At one of Tonya€™s shows, her brothera€™s friend introduced her to the man she would marry about five years later. She made some musical connections, did some gigs, and then got a full-time job working for Marty Simon, a film composer. Suzie also worked in other musical side projects to pay the bills, providing bass and lead and backing vocals. Betty & the Bobs is a 7-piece variety-show type band which plays quirky music that its members wouldna€™t play in other projects. Suzie did solo gigs with guitar all through the years with Rick and the other groups, and is now predominately a solo artist. 33 Stars, released in 2002, has a pop feel.while Happy Here, released in 2008, is rootsier.
Her most recent album, Live at Bluesville (2012), came about when a radio interview turned into a recording session. Although her parentsa€™ record player didna€™t contribute to to her development, her brother had a stereo that could crank out the decibels and he allowed her to listen to records on that.
Fresh out of high school, Suzie attended the University of Saskatchewan in Saskatoon for a year.A  She was in a general arts study program, which included drama and music theory. In between gigs, she worked the counter in a gas station, baby-sat and did other part-time work, such as helping an accountant with income tax preparation and cleaning houses.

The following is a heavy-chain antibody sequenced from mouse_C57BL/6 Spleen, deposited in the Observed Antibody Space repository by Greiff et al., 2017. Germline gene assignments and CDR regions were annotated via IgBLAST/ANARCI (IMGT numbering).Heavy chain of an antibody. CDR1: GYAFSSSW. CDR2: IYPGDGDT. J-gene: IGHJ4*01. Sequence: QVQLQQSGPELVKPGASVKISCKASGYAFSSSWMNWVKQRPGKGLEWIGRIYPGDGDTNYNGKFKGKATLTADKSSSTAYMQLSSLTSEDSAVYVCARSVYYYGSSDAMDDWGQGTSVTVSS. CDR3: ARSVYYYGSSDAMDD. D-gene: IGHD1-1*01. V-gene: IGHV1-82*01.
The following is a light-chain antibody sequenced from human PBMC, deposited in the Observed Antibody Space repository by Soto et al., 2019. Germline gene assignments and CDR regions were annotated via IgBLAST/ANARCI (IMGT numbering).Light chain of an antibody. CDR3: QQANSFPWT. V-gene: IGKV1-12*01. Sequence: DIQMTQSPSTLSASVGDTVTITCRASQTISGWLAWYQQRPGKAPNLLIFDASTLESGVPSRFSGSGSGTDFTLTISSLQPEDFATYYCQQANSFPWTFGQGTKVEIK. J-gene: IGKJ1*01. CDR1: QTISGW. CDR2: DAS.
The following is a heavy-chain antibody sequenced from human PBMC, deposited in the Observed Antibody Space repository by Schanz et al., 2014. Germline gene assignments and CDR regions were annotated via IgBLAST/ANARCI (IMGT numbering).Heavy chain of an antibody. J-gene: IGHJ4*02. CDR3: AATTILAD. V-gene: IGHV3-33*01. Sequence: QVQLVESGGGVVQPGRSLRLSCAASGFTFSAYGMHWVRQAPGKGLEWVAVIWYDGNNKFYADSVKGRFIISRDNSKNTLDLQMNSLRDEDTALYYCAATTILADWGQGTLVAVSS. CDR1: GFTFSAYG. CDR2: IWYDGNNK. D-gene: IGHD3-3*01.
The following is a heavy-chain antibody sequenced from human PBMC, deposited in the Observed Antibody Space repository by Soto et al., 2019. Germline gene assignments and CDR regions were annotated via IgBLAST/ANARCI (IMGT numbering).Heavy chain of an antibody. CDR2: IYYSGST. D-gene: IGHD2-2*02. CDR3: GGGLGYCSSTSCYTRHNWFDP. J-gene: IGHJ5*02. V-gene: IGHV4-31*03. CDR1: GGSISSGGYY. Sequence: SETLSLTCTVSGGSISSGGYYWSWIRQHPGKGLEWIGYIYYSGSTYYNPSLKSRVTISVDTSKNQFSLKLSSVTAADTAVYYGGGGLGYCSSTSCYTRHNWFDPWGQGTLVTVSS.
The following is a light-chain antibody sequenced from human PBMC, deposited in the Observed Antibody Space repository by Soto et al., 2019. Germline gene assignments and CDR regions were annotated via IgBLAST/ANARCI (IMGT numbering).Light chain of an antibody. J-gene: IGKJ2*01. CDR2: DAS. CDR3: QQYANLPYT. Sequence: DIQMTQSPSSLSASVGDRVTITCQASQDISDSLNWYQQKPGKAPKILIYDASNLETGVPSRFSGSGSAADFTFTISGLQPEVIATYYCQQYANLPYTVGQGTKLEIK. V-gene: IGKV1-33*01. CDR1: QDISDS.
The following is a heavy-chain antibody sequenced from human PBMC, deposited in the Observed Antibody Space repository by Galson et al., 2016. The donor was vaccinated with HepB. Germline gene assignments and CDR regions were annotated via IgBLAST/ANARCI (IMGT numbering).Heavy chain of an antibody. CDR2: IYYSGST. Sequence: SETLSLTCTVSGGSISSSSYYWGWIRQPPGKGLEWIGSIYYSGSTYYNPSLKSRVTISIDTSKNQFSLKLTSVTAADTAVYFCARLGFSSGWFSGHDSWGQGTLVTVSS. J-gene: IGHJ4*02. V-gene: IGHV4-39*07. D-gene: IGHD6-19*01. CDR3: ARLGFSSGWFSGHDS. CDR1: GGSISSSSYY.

In 1993, a serendipitous crossing of paths in Toronto proved very rewarding.A  Influential Canadian roots music DJ Chopper McKinnon met accomplished blues player Rick Fines for a beer. A brief Internet perusal reveals that Aphrodite had no musical skills and actually was a bit of a tramp. Situated midway between the east and west coasts, I thought that would make her the Canadian equivalent of a a€?Midwesterner.a€? She characterized it as more of a prairie environment, so a€?Ia€™m a a€?prairie girl,a€™a€? she said.
It was a large console that became more of a nice piece of furniture that they stored things in. She said that, a€?My voice was the first instrument that I got to play around with,a€? she said, a€?but I got bolder when I picked up the guitar.a€? It enabled her to accompany herself and she found a lot of cheerleaders among her teachers.